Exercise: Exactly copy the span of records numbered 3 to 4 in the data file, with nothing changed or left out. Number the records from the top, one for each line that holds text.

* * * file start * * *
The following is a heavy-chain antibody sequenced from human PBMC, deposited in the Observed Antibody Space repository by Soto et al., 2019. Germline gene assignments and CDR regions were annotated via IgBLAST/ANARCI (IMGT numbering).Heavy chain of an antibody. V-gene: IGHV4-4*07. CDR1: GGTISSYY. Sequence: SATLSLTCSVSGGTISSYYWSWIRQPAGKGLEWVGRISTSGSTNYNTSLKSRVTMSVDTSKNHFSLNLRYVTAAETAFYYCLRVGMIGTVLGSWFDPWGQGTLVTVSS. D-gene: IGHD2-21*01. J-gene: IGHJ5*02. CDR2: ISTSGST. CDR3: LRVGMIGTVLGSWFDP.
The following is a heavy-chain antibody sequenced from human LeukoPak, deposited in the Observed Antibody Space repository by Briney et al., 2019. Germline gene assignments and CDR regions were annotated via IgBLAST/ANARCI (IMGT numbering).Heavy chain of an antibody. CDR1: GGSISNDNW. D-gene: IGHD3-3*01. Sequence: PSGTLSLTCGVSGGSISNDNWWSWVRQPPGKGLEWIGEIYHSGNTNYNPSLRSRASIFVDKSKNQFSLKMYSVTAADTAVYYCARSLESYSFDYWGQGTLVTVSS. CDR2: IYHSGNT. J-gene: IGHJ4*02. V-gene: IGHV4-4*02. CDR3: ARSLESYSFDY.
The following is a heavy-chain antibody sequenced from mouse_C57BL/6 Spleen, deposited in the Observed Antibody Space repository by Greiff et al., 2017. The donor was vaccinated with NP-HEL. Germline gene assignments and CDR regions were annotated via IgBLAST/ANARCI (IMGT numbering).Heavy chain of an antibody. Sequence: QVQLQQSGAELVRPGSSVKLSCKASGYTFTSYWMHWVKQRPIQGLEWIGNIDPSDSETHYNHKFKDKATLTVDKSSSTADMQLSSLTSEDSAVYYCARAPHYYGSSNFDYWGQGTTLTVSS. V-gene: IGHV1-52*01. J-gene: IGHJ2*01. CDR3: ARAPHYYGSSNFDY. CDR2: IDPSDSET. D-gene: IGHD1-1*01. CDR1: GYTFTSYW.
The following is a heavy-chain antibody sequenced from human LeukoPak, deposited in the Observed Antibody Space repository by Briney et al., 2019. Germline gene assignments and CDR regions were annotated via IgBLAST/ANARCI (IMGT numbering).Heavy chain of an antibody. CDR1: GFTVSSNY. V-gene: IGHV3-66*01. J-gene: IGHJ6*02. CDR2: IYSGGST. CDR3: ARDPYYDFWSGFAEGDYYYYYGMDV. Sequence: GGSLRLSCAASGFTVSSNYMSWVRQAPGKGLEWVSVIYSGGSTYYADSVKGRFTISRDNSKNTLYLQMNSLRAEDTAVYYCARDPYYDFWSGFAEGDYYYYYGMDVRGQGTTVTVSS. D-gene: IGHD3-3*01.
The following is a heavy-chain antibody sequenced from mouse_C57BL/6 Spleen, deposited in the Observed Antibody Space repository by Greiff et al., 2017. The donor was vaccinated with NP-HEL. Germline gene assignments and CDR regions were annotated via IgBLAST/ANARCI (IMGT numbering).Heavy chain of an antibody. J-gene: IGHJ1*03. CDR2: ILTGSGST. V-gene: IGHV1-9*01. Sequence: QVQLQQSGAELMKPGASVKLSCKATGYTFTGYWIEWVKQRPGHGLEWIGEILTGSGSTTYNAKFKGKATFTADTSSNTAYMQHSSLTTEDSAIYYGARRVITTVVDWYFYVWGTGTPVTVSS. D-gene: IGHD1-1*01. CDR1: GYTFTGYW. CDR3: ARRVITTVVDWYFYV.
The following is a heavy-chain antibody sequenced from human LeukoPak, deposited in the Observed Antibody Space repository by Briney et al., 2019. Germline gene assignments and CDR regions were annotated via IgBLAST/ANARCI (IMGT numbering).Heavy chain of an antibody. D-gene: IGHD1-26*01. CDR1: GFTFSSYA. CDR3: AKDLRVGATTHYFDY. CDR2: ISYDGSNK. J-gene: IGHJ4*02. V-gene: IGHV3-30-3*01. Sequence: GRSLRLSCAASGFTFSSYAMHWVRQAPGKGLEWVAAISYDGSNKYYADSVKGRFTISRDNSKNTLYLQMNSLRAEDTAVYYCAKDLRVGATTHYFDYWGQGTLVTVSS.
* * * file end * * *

The following is a heavy-chain antibody sequenced from mouse_C57BL/6 Spleen, deposited in the Observed Antibody Space repository by Greiff et al., 2017. The donor was vaccinated with NP-HEL. Germline gene assignments and CDR regions were annotated via IgBLAST/ANARCI (IMGT numbering).Heavy chain of an antibody. Sequence: QVQLQQSGAELVRPGSSVKLSCKASGYTFTSYWMHWVKQRPIQGLEWIGNIDPSDSETHYNHKFKDKATLTVDKSSSTADMQLSSLTSEDSAVYYCARAPHYYGSSNFDYWGQGTTLTVSS. V-gene: IGHV1-52*01. J-gene: IGHJ2*01. CDR3: ARAPHYYGSSNFDY. CDR2: IDPSDSET. D-gene: IGHD1-1*01. CDR1: GYTFTSYW.
The following is a heavy-chain antibody sequenced from human LeukoPak, deposited in the Observed Antibody Space repository by Briney et al., 2019. Germline gene assignments and CDR regions were annotated via IgBLAST/ANARCI (IMGT numbering).Heavy chain of an antibody. CDR1: GFTVSSNY. V-gene: IGHV3-66*01. J-gene: IGHJ6*02. CDR2: IYSGGST. CDR3: ARDPYYDFWSGFAEGDYYYYYGMDV. Sequence: GGSLRLSCAASGFTVSSNYMSWVRQAPGKGLEWVSVIYSGGSTYYADSVKGRFTISRDNSKNTLYLQMNSLRAEDTAVYYCARDPYYDFWSGFAEGDYYYYYGMDVRGQGTTVTVSS. D-gene: IGHD3-3*01.